What to Know When Buying a GPSWritten by Chuck Fitzgerald
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Here are features and products I recommend. For outdoor athlete or sportsman, be sure your GPS has these features: topographical mapping, back tracking, a computer interface, weatherproofing, 12 receiver channels and WAAS. I recommend portable GPS units in Garmin eTrex Series and Magellan Meridian Series. For driving applications, be sure your GPS has these features: street mapping, large display, a computer interface and external antenna compatibility. I recommend automotive GPS units in Garmin StreetPilot Series and Magellan RoadMate Series. For boating and other marine applications, be sure your GPS has these features: marine mapping, color screen, active sonar, back tracking, a computer interface and weatherproofing. I recommend marine GPS Units in Garmin GPSMAP Series.
Prices for GPS units vary a great deal and in general, you get what you pay for. While some units cost around $100 and offer relatively few features, others may cost as much as $1000 or even more and are loaded with dozens of features. Here is a good rule of thumb for determining how much money to spend on your next GPS. You should expect to pay between $200 and $300 to get a decent GPS Unit. I own a Garmin eTrex Vista. I believe it is best GPS available for under $300.
If you don’t have a GPS or yours is more than five years old, now’s time to get one. Adding a new GPS to your inventory of backcountry toys will take your outdoor adventures to a new level of enjoyment. Use this information and you’ll Get It Right The First Time. Get Outdoors!
Chuck Fitzgerald is the owner of Arizona based BackCountry Toys, an online specialty store with the “Best Gear Out There” and dedicated to helping outdoor enthusiasts to “Get It Right The First Time” with timely educational information. Please visit http://www.BackCountryToys.com to find great gear and to receive the Fact & Tips e-newsletter, "FreshAir.” (800) 316-9055.
Every River Tells a StoryWritten by Mike Clifford
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Around yet another bend in river we come upon work crew that is clearly pouring every ounce of energy they can muster into project at hand. Their story says a person can draw a living from nature without harming it. One can move steadily through workday and through one's life, chopping and digging, sawing and clearing, earning an honest buck and sleeping good tired sleep of farmer or stone mason. They wish nature no harm, and believe they have enough knowledge about proper and improper behavior in field. Like our forefathers, they are forging ahead towards a bright future among fresh new land, only much more efficiently with their expensive trucks, backhoes and graders.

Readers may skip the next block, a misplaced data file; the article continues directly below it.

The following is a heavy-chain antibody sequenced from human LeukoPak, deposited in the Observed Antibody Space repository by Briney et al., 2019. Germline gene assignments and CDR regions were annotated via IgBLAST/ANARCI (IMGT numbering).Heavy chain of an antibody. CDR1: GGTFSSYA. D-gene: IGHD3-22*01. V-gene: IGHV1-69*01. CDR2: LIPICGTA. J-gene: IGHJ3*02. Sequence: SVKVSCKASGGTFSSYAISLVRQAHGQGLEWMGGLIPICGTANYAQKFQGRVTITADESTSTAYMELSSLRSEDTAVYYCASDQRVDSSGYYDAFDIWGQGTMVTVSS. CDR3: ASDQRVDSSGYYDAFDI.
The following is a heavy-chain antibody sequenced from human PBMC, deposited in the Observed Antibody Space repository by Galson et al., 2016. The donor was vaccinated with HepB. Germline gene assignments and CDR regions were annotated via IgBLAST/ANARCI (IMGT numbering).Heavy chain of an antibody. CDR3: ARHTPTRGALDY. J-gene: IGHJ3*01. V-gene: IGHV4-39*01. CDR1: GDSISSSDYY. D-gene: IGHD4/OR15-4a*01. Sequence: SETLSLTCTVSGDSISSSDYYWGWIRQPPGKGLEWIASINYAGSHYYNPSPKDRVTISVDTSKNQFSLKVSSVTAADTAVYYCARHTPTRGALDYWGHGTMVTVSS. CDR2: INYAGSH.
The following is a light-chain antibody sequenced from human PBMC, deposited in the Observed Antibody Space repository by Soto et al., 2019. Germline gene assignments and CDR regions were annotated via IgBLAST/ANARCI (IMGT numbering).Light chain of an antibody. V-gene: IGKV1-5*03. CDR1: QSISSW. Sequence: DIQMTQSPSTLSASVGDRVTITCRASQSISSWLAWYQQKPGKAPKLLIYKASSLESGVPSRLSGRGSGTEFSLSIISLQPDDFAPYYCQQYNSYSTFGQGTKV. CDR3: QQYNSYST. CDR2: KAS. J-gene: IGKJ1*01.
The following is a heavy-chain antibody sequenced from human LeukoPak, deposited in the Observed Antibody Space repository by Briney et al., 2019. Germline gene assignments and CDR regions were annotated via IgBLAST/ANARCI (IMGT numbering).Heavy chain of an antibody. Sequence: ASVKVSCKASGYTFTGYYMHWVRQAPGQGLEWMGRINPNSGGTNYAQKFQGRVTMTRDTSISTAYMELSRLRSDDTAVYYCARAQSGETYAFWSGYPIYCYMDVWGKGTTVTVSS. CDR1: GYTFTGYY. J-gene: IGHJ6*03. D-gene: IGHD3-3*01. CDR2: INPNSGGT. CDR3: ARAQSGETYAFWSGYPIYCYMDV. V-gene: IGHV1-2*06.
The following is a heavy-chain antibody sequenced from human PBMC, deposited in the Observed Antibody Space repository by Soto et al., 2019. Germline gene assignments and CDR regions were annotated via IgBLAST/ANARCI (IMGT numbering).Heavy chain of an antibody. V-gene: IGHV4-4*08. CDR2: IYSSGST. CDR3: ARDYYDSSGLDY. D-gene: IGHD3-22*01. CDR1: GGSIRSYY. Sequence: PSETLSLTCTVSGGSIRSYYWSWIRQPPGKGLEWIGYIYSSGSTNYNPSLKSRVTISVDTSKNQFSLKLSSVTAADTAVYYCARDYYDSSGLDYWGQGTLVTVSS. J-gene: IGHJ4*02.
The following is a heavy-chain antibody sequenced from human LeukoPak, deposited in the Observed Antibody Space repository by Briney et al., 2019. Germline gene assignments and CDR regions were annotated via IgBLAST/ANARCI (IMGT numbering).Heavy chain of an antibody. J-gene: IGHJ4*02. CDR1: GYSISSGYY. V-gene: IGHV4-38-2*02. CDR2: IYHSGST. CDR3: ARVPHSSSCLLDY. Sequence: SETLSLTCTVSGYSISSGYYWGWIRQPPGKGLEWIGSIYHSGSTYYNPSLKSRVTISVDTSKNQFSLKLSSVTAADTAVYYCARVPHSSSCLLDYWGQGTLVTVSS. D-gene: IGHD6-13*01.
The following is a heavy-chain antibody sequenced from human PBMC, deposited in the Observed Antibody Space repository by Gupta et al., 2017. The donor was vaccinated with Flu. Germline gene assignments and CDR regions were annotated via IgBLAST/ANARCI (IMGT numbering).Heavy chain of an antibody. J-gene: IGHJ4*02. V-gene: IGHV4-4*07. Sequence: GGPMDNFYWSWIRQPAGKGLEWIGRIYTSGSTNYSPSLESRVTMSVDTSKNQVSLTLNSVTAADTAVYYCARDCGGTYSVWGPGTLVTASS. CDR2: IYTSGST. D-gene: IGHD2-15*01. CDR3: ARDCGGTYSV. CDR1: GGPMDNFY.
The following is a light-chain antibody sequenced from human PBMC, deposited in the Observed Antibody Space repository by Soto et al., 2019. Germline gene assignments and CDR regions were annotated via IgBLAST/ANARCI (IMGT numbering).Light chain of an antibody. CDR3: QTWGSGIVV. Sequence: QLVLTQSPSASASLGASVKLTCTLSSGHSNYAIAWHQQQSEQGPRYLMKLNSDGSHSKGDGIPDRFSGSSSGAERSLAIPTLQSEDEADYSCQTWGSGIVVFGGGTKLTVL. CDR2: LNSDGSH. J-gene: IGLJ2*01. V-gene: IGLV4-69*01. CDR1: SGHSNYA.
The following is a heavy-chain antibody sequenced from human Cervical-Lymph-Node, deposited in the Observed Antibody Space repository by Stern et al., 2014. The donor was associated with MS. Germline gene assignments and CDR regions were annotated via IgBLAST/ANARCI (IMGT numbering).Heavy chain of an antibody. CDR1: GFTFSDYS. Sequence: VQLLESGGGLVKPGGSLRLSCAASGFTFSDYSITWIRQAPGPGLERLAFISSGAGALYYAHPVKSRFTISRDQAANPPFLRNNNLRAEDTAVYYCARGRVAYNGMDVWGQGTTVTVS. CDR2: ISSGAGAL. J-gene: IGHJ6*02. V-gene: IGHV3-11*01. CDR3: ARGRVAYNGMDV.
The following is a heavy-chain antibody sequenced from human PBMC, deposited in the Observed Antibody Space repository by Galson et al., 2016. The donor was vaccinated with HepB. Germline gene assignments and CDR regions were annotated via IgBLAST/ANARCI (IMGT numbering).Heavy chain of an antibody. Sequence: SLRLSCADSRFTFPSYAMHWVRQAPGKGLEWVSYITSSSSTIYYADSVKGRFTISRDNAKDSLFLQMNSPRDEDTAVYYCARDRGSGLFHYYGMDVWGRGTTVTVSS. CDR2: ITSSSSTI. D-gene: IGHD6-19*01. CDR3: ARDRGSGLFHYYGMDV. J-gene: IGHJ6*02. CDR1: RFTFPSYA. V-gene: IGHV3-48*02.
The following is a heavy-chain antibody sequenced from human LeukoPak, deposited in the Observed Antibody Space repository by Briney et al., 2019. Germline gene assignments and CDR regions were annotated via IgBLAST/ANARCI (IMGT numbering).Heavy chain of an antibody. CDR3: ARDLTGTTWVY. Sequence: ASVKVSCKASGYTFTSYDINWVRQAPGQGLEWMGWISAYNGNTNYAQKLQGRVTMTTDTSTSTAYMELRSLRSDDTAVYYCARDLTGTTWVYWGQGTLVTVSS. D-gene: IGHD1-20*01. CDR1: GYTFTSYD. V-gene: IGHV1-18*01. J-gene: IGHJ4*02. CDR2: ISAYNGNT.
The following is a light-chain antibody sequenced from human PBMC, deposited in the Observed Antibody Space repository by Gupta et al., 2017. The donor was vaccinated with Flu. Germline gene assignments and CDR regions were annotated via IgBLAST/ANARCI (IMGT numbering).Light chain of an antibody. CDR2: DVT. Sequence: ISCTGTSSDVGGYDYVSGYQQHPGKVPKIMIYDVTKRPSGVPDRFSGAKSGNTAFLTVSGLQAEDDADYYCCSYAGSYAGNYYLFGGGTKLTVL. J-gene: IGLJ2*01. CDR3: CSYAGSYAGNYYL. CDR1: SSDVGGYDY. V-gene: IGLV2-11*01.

The end of a reflective day is nearing as we tie up canoe at modest dock we've fashioned at edge of our 3 acres of wetlands and natural prairie with a simple pathway made of stone leading up to house. Our guiding story is that of someone with conservationist knowledge and instincts, who is willing to stand up to his neighbors for those goals. Our aesthetics embrace woods and wildlife. Thoughts turn easily to how we may better protect species of fish we are after and quality of our water. Like a sudden bolt of lightning in night, a knock comes at door and we are snapped backed to reality in an instant. Two men from a local governmental unit have come to explain details of their latest plan to dredge and straighten portion of river in front of our house. It is explained that our woods and neighbor's property get flooded during times of high water, and a very generous consortium has offered to pay for work to its completion. They go on to mention something about mosquito control and such, but we're not really paying attention at this point, as our attention is fixed on sight and sound of some birds working feverishly to build a nest in tree just beyond door.
In each case stated above, actors are guided by personal stories directed by specific attitudes and behaviors. Attitudes perhaps prescribed to by our own personal environmental heroes: golfers, loggers, naturalists. Spontaneously and without conscience we go about our life standing by our beliefs and traditions. I'll leave it to all of you to decide if there is a moral to story this river has to tell. I'm certain your favorite stream has one of its own, unique in nature but common in its entirety.
Until next time, I'll leave you with this to ponder: "The nation behaves well if it treats natural resources as assets which it must turn over to next generation increased, and not impaired, in value." ~Theodore Roosevelt
Mike is the owner/operator of HeartlandOutdoorsman.Com This most comprehensive website offers a unique look into the Great Outdoors. Photo Contests, discussions and reports from across the country fill out a great online experience.